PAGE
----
Meyer / Suedekum Hardware

Brother Mark said I should stick my head in at Suedekum Hardware on Good Hope to see if they still used old ammunition boxes for storage drawers. “Look, too,” he continued, “for the marks nailed into the floor for measuring rope and chain.”

Nails mark 40 feet

Mark was right. The drawers are still there and the nails still make a convenient way to measure materials.

Why is it called the MEYER BLDG?

I was confused. I grew up going to Suedekum’s with my Dad. He had an office on the second floor of the Farmers and Merchants Bank, so the hardware store was a convenient stop. I had never noticed the terra cotta panel above the door that said MEYER BLDG before.

Chuck Meyer explained it

George Meyer and Herman Schwab established the business, called Meyer and Schwab Hardware Company, in 1900 at 626 Good Hope St. In 1912, W. F. Suedekum purchased Schwab’s share and the operation became known as Meyer and Suedekum Hardware.

In 1916, W.H. Meyer had a two-story brick building erected at 620 Good Hope Street to house the business. Suedekum bought out Meyer in 1926 and the name was shortened to Suedekum Hardware.

The ownership returned to the Meyer family in 1982 when Robert E. Meyer purchased the business and assumed operation of the store. The name was officially changed to Meyer Supply in 1990.

Haarig has changed

The hardware store looks out onto a changed and depressing landscape. A vacant lot diagonally across the street is where the Orpheum Theater stood until the early 1990s. Chuck Meyer said they heard the roof collapse one afternoon. The theater, built in 1917, introduced talking movies to Cape Girardeau in 1929.

The area became known as the Haarig District because of the large influx of German immigrants who came to Cape Girardeau in the late 1840s and 1850s, with another peak coming after the Civil War. A high percentage of them came from Hanover and Brunswick, which created a close-knit community.

Meyer’s offers service, nostalgia

Tom Neumeyer wrote a story headlined Suedekum’s offers variety, service, nostalgia in 1990, when the store was rebranded with the Meyer name.

It still offers the kind of unique service that only an old-time hardware store can provide. Two of the five customers who came into the store while I was there started off by saying, “Lowes sent me here because they couldn’t help me.”

If you have an older house or have an oddball need or just want to talk with someone who has seen and done it for years, this is the place to come to.

Metal ceilings look the same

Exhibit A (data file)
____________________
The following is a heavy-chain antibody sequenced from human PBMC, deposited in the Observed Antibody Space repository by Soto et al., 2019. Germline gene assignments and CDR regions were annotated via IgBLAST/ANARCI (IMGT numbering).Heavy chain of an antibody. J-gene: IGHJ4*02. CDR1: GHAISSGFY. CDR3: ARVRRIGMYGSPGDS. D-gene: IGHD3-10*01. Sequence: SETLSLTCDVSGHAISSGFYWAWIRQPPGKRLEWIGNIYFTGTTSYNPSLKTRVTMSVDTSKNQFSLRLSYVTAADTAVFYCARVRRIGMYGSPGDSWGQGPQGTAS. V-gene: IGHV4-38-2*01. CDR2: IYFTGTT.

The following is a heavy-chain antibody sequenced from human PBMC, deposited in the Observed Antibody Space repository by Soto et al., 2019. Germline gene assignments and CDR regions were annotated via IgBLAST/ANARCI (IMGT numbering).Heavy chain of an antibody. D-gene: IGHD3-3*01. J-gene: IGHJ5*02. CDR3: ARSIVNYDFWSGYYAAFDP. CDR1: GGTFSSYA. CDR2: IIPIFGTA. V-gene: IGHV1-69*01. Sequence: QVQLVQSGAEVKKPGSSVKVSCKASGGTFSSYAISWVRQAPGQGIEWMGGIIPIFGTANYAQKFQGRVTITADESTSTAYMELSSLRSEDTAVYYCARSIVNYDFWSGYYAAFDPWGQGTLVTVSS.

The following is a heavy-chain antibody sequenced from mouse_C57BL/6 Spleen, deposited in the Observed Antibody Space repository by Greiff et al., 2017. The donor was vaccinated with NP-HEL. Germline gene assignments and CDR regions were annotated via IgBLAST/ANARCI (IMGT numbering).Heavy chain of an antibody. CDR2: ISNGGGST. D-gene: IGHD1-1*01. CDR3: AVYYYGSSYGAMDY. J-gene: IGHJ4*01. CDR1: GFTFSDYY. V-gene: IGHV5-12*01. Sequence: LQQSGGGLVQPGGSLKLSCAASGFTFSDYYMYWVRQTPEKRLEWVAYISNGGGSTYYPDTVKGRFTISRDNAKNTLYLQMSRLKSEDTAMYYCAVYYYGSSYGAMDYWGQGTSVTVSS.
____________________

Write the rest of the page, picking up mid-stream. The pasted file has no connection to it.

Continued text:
Many of the features I remember as a little boy are unchanged. The steel columns and metal ceilings are still there. (I read somewhere that the ceilings had been painted in 1957. I don’t know if they’ve had a touch-up since then,)

Rolling ladders still work

I always thought it was cool how the store had ladders that would roll around on rails so merchandise on the high shelves could be reached. The ladders are still there and they still work.

They had an elevator?

I didn’t know until this trip that there was a huge freight elevator in the building. It still works. It looks a lot like the one in the old Walther’s Furniture Store on Broadway (more about that coming).

Gallery of photos from Meyer / Suedekum’s

As always, click on any image to make it larger, then click on the left or right side to move through the gallery.

11 Replies to “Meyer / Suedekum Hardware”

  1. Ken, Those photos bring back lots of memories. I went there with my dad many times when growing up. He purchased many a gallon of paint, and miscellaneous items througout the years. My Mom enjoyed shopping there. There was always something she just had to have. I worked at Farmers and Merchants bank until I married and moved to Charleston.

  2. I am not even a tool person and I love to look around that building. Lots of odds and ends and old school customer service. What a neat place!

  3. Now this brings back memories! My family owned Hirsch’s Thriftway at the corner of Sprigg and Good Hope, and it seems I spent the better part of my childhood in the old Haarig District. I remember thinking that walking into Suedekum’s was like going back in time, even though the Hirsch building had many of the same wonderful old elements (metal ceiling, ancient elevator.) Thanks for the lovely photos and memories they evoke, your website constantly makes me homesick for Cape.

  4. Beautiful! Old hardware stores are one of my favorite places to poke around in. There is one in Eau Gallie (Melbourne), FL that always had whatever you couldn’t find anywhere else in town and these pictures could have been taken there. I remember going to Suedekum’s with Daddy when I was a kid. You really hit the nail on the head with this blog!

  5. i am very familar with that hardware store. My father, Lester Hente , worked ther for almost 20 years until he left and took a manager’s position at Flat River Hardware in 1960. My borther and I used to go to the Orpheum on Saturdays and then wait for him to get off work at 5:30 in the store.
    I worked part time at Hirsch’s stoking shelves

  6. Ken,
    Great pictures! I’m in there all the time buying hardware, plumbing supplies, etc. Never in my “observant mode” when I’m there – so next time I will pay more attention. Thanks for the reminder to slow down and smell the “roses”, and appreciate our living history.
    Brad

  7. My dad bought me a tool box in that store which I still have today, almost 40 years later. It was a great place.

  8. BY THE WAY: Meyer’s is renovating the hardware store. It’s been closed for couple of weeks opening soon if not already.

    1. I noticed that when I drove down Good Hope. I hope the remodel doesn’t ruin the feel of the place.

      I’m pulling out the middle of this week, so I’ll have to see it on the go-around.

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